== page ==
OK, honey, I am all yours. You now have my full attention. Where do we start?
IKEA offers two floors of shopping enjoyment, and the layout ensures visitors will wind through most of the displays. Simply follow the arrows pasted to the floor. Upstairs, in the Showroom, we found sample rooms of an imaginary house decorated with all the stuff one can only imagine by browsing a catalog. I tested couches, chairs, stools, and file cabinets. Try that with a web image. We took our time, even backtracked a few times, and discussed ideas along the walk. One couch in particular offered an amazing sitting experience, and we tested it for several minutes.
The music cascading from the ceiling speakers varied from enjoyable oldies rock-n-roll to the painful caterwauling of some current performer who seemed to be all done with love. I never figured out the volume oscillations which might have been louder on the path and toned down in the displays. Anyway, my new earplugs worked great.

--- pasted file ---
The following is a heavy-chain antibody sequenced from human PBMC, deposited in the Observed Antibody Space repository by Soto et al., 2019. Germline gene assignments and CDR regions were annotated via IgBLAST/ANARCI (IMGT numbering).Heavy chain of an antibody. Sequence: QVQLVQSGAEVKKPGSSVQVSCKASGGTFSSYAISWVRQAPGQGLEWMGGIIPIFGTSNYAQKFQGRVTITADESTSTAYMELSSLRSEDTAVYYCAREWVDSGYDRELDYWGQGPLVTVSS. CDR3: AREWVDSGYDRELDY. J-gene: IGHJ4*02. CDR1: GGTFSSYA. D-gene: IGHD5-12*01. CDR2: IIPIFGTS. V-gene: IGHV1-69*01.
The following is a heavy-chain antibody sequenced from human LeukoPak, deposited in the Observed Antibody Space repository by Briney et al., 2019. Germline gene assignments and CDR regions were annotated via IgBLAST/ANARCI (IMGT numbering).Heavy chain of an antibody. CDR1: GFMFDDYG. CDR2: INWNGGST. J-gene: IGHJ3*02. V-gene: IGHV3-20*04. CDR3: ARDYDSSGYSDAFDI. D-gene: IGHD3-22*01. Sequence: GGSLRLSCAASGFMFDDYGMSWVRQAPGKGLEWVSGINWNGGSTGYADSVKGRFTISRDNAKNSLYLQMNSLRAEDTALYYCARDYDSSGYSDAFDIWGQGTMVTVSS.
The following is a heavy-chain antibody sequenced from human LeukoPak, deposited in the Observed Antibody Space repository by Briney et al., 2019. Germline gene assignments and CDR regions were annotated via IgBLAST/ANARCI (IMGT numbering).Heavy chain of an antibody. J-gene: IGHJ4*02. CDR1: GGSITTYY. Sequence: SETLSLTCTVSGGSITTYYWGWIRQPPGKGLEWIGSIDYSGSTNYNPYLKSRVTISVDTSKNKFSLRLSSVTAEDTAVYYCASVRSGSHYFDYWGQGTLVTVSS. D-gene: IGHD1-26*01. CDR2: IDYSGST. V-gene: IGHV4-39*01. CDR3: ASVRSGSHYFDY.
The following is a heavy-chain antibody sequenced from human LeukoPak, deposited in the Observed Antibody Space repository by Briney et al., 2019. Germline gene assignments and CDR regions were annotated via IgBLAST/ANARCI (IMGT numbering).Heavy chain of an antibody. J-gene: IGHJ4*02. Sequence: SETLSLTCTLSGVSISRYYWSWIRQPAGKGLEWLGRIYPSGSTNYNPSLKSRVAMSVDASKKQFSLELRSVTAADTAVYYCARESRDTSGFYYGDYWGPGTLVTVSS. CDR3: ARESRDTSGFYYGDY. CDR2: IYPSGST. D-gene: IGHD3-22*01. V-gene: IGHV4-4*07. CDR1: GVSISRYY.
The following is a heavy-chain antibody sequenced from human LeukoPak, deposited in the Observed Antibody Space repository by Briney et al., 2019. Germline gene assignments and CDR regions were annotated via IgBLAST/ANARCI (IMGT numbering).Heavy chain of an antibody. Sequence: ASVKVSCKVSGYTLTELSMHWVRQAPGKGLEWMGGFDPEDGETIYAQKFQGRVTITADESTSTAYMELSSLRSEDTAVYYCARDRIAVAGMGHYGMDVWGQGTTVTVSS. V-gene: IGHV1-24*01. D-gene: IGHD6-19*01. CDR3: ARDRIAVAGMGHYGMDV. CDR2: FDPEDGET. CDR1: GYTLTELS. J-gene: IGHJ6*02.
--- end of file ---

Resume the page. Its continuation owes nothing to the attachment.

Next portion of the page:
Some of IKEA’s products baffle my imagination, and I could not picture them in our house. Everything I examined (and I did turn several things upside down for inspection) was well-built, and prices were lower than I expected. Maybe this is the bait stage of bait and switch, and once everyone is addicted to build-it-yourself kits the prices will soar. The furniture items we purchased (VITTSJÖ Shelf unit, white, glass) are solid. The idea behind them came from our daughter who has been using them in her solarium with house plants. We’re doing something similar, but more on that in a future post.
Like many men and small children I am only good for an hour or so of shopping before I’ve overloaded and want to go sit in the car. After our exploration of the room displays Shawn treated me to lunch in IKEA’s restaurant, a large cafeteria style establishment. Whether snacking or dining, the visitor is bound to find something appealing. We pushed our trays past the salads, and Shawn stopped abruptly at the raw fishy stuff. It looked like a bait shop to me, but she seemed excited. I decided on chicken tenders and fries. We had an enjoyable meal together in an airy and quiet spot. Just what our tired feet and empty tummies needed!